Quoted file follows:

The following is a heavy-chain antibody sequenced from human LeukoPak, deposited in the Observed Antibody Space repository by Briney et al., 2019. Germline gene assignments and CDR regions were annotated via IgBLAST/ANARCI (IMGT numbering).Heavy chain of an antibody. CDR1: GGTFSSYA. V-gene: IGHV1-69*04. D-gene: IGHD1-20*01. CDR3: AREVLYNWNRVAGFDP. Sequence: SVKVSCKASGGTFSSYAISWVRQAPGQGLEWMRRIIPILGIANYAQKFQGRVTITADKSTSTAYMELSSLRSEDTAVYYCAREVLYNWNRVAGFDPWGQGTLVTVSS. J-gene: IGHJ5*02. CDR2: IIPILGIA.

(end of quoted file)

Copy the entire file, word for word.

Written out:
The following is a heavy-chain antibody sequenced from human LeukoPak, deposited in the Observed Antibody Space repository by Briney et al., 2019. Germline gene assignments and CDR regions were annotated via IgBLAST/ANARCI (IMGT numbering).Heavy chain of an antibody. CDR1: GGTFSSYA. V-gene: IGHV1-69*04. D-gene: IGHD1-20*01. CDR3: AREVLYNWNRVAGFDP. Sequence: SVKVSCKASGGTFSSYAISWVRQAPGQGLEWMRRIIPILGIANYAQKFQGRVTITADKSTSTAYMELSSLRSEDTAVYYCAREVLYNWNRVAGFDPWGQGTLVTVSS. J-gene: IGHJ5*02. CDR2: IIPILGIA.